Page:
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I´m trying to set the baud rate of my serial port using stty -F /dev/ttyS0 9600 the problem is that i check on the oscilloscope I get a 8 times faster baud rate so I need to configure 1200 to get 9600 and this applies for all other typical speeds. Does anyone knows the reason of this if there is a way to adjust the clock speed, PLL or any clock multiplier or divisor on the system?

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  • Baud rates are not the same as clock speed (baud is also not the same as bits per second, either!). Look up the terms and how they apply to serial communications. Then, if you still have issues/concerns, edit your question appropriately so you are NOT comparing incompatible terms.
    – C. M.
    May 10, 2021 at 19:59
  • thanks you give me the correct answer, I'm setting the serial port speed to 9600 and this is the baudrate and i was measuring the bit time with the oscilloscope, and I was confused because early modems used to transmit only 1 bit per baud but it is because it is "packing" 8 bits into each baud May 11, 2021 at 22:06
  • That is not entirely correct, either. Baud is the rate it transmits one complete unit of data--which can be 8-bits, or even 7-, 9- or 10-bits, depending on era and if it includes a parity bit, checksum bit, and so on.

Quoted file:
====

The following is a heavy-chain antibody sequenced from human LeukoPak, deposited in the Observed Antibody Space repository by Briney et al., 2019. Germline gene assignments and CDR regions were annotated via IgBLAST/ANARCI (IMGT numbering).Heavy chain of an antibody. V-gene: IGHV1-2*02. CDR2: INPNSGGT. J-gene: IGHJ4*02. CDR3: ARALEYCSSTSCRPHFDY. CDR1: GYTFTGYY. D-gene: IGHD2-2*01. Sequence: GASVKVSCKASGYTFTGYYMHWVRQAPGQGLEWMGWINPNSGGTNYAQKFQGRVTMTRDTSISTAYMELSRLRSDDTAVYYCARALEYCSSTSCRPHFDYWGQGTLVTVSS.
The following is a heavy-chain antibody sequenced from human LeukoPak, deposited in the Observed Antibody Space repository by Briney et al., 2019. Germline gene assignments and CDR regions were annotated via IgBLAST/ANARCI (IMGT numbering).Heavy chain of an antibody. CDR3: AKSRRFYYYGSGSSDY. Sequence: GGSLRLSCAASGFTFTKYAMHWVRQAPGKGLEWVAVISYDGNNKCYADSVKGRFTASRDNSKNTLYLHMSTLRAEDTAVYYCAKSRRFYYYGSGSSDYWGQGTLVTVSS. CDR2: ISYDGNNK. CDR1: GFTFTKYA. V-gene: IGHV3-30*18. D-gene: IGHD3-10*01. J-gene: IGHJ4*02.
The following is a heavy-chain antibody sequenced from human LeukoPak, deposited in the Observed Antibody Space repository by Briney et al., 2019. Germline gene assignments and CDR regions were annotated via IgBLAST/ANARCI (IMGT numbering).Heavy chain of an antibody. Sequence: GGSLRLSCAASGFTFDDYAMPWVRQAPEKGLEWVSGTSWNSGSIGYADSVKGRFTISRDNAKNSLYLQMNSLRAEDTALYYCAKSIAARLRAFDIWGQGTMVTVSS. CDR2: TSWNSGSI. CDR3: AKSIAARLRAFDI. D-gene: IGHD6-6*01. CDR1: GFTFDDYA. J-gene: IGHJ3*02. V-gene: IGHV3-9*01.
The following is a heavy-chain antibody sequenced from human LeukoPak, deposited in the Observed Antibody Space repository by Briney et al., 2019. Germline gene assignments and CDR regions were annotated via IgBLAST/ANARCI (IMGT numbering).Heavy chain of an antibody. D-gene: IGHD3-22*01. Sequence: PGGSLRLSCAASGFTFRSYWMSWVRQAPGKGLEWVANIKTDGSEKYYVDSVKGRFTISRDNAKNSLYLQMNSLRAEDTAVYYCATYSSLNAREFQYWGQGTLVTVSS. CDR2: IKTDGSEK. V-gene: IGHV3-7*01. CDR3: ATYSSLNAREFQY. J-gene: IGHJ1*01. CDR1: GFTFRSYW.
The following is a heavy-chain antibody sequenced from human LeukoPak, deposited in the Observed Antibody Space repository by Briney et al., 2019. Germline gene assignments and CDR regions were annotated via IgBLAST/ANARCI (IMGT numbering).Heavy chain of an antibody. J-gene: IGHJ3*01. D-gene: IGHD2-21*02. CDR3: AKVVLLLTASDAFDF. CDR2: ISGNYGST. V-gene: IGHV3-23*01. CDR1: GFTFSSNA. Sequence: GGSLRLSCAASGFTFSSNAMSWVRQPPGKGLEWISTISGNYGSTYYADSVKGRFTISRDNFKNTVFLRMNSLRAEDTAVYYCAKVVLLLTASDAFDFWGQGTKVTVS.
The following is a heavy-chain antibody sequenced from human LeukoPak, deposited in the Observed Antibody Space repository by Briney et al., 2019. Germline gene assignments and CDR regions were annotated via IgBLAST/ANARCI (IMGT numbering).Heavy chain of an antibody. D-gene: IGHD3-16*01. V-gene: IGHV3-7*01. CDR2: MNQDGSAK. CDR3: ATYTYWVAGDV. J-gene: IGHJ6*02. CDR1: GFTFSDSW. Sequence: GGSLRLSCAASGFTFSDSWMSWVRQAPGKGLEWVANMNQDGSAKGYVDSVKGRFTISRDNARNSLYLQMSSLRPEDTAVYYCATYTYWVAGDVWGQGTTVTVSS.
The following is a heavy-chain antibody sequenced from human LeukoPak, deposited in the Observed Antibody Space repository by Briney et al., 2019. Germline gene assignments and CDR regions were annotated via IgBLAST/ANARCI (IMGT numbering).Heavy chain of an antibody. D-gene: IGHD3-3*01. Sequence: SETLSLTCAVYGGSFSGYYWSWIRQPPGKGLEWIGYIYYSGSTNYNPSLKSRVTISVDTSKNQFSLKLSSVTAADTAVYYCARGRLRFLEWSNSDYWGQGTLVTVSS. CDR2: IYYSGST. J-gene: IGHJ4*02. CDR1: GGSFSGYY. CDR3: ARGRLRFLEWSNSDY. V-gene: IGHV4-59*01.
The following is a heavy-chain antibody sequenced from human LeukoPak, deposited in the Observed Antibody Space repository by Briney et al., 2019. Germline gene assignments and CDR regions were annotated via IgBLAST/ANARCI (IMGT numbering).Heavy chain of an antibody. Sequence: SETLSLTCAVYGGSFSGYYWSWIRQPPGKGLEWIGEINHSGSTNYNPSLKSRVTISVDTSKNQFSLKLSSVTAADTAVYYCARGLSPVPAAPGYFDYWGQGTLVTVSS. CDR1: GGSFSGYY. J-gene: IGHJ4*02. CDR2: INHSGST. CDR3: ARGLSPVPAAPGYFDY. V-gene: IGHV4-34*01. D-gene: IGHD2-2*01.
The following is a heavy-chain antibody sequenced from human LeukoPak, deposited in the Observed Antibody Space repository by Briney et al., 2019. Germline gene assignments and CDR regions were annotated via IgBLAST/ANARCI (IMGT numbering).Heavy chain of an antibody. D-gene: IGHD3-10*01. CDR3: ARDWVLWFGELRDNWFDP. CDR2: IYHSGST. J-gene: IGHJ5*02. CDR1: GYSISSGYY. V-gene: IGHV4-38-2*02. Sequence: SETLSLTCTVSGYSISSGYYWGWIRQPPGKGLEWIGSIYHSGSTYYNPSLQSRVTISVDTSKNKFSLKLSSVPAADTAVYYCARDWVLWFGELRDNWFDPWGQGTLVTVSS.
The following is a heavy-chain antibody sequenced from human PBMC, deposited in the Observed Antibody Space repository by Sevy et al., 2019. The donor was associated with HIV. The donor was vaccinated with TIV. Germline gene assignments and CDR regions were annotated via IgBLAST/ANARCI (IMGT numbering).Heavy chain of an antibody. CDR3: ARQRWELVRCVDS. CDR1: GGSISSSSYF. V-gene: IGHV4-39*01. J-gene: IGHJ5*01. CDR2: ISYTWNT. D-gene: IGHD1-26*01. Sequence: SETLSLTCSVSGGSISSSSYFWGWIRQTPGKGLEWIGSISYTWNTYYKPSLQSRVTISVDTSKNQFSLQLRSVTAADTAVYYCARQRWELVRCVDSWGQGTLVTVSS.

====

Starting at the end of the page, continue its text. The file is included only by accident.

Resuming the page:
– C. M.
    May 12, 2021 at 0:36
  • To clarify my last: "one complete unit" can be interpreted different ways. I mean it in the sense of at the hardware level--one complete frame which is often the payload plus any overhead. Here is a more complete and accurate explanation: What is the difference between baud rate and bit rate?
    – C. M.
    May 12, 2021 at 0:49

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I was setting the serial port speed to 9600 and this is the baud rate and I was measuring the bit time with the oscilloscope, the problem was that I was expecting the baudrat = bps because early modems used to transmit only 1 bit per baud but it is because it is "packing" 8 bits into each baud that is the reason why the measurement it was always 8 time the speed.

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